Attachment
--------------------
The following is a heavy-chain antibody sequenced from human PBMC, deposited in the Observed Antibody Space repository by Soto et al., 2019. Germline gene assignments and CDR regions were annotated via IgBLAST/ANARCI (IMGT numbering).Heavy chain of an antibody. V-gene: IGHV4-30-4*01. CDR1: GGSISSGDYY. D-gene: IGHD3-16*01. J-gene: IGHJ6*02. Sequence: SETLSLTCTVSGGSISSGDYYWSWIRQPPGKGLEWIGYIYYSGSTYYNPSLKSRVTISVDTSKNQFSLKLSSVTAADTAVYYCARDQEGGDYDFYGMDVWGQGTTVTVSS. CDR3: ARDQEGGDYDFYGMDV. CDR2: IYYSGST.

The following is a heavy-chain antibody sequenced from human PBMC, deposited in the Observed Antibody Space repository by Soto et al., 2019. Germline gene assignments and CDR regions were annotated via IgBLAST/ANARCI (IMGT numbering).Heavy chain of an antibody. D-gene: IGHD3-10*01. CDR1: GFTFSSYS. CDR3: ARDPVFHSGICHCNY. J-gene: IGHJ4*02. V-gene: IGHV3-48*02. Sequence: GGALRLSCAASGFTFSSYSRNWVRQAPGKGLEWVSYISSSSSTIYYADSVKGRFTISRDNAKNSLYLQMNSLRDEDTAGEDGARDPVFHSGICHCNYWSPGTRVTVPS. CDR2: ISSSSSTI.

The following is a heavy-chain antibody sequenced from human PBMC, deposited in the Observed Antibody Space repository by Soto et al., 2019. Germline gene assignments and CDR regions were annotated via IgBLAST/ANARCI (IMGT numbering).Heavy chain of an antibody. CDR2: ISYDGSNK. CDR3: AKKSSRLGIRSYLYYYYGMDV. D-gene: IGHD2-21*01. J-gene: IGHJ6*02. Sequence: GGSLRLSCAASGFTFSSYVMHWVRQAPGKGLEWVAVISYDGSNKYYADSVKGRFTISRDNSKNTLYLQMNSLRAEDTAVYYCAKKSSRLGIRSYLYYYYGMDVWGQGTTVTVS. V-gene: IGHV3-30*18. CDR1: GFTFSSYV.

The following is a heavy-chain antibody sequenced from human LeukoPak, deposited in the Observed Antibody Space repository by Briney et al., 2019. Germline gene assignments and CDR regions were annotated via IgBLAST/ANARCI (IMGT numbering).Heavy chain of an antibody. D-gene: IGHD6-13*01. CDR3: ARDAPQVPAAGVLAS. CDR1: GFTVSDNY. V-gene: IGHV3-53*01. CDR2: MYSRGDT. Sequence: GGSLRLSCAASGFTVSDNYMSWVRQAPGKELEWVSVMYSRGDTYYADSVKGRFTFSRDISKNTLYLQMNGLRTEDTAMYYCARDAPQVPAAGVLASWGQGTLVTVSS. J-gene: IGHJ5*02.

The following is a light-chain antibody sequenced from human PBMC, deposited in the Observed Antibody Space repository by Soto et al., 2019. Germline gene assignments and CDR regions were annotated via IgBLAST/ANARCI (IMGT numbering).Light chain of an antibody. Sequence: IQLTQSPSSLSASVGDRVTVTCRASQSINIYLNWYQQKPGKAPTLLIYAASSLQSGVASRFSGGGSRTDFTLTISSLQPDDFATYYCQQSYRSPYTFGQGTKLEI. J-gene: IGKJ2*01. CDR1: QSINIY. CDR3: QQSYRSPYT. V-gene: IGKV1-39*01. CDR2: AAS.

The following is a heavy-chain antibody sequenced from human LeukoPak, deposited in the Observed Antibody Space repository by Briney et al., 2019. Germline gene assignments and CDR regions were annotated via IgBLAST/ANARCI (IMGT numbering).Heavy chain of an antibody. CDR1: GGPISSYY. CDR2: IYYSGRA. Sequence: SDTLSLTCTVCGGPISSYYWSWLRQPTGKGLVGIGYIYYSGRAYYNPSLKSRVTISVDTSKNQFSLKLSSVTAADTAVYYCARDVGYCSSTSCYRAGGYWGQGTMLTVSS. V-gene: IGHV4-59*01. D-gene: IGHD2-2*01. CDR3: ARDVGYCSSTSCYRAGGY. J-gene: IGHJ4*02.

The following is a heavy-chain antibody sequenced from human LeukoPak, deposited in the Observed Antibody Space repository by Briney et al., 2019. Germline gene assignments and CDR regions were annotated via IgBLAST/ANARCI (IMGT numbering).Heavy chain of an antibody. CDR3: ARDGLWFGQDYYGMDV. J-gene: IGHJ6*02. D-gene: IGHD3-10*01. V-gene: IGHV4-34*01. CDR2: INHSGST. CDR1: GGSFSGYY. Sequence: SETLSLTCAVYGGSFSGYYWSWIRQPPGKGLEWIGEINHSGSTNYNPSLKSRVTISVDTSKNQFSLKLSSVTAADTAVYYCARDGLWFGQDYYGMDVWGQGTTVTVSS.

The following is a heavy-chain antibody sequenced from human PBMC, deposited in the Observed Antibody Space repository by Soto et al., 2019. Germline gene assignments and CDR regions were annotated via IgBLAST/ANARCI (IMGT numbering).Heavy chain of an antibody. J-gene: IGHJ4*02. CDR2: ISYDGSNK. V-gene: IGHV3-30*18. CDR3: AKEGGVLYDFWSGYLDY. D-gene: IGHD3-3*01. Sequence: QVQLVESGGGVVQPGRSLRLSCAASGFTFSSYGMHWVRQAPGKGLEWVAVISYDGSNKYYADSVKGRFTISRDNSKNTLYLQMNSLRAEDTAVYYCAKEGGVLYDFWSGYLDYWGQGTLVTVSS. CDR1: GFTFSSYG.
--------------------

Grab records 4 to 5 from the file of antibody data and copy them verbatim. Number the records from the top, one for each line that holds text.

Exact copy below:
The following is a heavy-chain antibody sequenced from human LeukoPak, deposited in the Observed Antibody Space repository by Briney et al., 2019. Germline gene assignments and CDR regions were annotated via IgBLAST/ANARCI (IMGT numbering).Heavy chain of an antibody. D-gene: IGHD6-13*01. CDR3: ARDAPQVPAAGVLAS. CDR1: GFTVSDNY. V-gene: IGHV3-53*01. CDR2: MYSRGDT. Sequence: GGSLRLSCAASGFTVSDNYMSWVRQAPGKELEWVSVMYSRGDTYYADSVKGRFTFSRDISKNTLYLQMNGLRTEDTAMYYCARDAPQVPAAGVLASWGQGTLVTVSS. J-gene: IGHJ5*02.

The following is a light-chain antibody sequenced from human PBMC, deposited in the Observed Antibody Space repository by Soto et al., 2019. Germline gene assignments and CDR regions were annotated via IgBLAST/ANARCI (IMGT numbering).Light chain of an antibody. Sequence: IQLTQSPSSLSASVGDRVTVTCRASQSINIYLNWYQQKPGKAPTLLIYAASSLQSGVASRFSGGGSRTDFTLTISSLQPDDFATYYCQQSYRSPYTFGQGTKLEI. J-gene: IGKJ2*01. CDR1: QSINIY. CDR3: QQSYRSPYT. V-gene: IGKV1-39*01. CDR2: AAS.